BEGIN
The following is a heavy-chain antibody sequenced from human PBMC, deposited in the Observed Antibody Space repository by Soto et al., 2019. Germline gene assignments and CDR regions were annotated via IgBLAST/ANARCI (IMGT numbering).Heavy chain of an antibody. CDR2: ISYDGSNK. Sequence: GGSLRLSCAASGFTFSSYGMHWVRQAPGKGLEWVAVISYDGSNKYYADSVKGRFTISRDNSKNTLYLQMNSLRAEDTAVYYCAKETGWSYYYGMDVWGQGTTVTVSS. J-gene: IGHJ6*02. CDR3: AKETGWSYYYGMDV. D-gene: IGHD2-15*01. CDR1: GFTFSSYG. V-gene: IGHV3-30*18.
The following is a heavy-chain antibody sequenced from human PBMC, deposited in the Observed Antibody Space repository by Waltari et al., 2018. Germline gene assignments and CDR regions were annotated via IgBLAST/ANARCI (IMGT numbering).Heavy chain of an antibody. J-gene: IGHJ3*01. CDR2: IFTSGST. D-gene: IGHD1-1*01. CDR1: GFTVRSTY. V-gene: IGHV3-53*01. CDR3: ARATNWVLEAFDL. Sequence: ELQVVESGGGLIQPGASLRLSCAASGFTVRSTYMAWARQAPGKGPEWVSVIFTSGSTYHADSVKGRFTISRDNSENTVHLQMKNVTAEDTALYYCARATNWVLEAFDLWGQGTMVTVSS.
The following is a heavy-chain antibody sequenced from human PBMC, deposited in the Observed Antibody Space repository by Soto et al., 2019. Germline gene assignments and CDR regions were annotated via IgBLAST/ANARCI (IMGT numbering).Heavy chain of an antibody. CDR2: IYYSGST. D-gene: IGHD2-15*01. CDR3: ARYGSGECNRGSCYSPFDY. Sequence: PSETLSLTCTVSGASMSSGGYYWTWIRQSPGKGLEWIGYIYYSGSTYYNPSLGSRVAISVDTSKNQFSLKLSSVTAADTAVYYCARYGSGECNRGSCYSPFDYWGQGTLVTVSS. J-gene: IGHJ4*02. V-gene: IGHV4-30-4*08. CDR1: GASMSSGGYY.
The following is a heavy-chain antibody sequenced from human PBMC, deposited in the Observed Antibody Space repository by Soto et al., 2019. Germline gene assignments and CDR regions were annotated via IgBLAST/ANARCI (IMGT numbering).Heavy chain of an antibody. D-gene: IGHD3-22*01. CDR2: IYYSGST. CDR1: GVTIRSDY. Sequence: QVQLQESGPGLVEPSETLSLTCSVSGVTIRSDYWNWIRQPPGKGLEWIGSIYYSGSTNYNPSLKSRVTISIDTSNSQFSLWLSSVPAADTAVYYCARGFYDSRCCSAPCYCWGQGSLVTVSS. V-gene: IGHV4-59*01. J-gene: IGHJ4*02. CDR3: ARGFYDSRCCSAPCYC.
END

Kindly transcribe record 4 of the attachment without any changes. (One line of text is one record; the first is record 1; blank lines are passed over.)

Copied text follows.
The following is a heavy-chain antibody sequenced from human PBMC, deposited in the Observed Antibody Space repository by Soto et al., 2019. Germline gene assignments and CDR regions were annotated via IgBLAST/ANARCI (IMGT numbering).Heavy chain of an antibody. D-gene: IGHD3-22*01. CDR2: IYYSGST. CDR1: GVTIRSDY. Sequence: QVQLQESGPGLVEPSETLSLTCSVSGVTIRSDYWNWIRQPPGKGLEWIGSIYYSGSTNYNPSLKSRVTISIDTSNSQFSLWLSSVPAADTAVYYCARGFYDSRCCSAPCYCWGQGSLVTVSS. V-gene: IGHV4-59*01. J-gene: IGHJ4*02. CDR3: ARGFYDSRCCSAPCYC.